Once police had Nathan Hunter in handcuffs, they tended to his wife.
She was covered in blood. She told the officers Hunter flew into a rage that night in February 2013 because she hadn’t bought him a Valentine’s Day gift. He beat and choked her before stabbing her in the face with a screwdriver and throwing her down a flight of stairs at their apartment in South L.A., according to police and court records.
Hunter, 55, was convicted of felony spousal abuse and sentenced to six years in prison.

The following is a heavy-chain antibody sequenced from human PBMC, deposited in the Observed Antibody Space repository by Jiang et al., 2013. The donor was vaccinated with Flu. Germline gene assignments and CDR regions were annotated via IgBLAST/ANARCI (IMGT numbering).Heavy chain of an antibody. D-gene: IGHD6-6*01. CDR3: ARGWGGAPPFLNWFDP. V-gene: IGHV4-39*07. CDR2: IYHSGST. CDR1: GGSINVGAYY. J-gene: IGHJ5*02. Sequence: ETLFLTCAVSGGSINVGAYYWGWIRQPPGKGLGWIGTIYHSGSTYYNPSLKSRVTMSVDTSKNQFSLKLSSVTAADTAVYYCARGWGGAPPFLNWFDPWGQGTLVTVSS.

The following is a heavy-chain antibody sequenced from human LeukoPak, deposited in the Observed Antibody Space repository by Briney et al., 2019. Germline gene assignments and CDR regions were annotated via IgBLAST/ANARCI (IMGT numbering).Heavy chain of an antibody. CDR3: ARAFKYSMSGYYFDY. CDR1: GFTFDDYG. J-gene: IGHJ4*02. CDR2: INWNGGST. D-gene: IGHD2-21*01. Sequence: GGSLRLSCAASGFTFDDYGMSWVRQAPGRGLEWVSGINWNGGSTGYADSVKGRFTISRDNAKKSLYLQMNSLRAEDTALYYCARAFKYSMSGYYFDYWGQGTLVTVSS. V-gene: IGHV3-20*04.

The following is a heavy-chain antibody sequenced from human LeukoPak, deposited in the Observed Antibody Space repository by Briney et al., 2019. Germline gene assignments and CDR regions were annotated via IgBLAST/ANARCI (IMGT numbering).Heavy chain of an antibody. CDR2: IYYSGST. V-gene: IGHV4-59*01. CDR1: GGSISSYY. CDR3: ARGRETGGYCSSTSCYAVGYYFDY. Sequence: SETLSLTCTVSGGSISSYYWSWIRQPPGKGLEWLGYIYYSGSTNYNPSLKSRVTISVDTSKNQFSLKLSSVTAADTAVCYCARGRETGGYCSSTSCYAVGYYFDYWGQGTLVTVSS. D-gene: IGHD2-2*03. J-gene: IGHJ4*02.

Under FBI rules followed by police departments across the country, the beating should have been counted as an aggravated assault because Hunter used a weapon and caused serious injuries.
That’s not what happened. The Los Angeles Police Department classified it as a simple assault — a minor offense not included in the city’s official tally of serious crimes.
It was no isolated case. The LAPD misclassified nearly 1,200 violent crimes during a one-year span ending in September 2013, including hundreds of stabbings, beatings and robberies, a Times investigation found.
The incidents were recorded as minor offenses and as a result did not appear in the LAPD’s published statistics on serious crime that officials and the public use to judge the department’s performance. Continue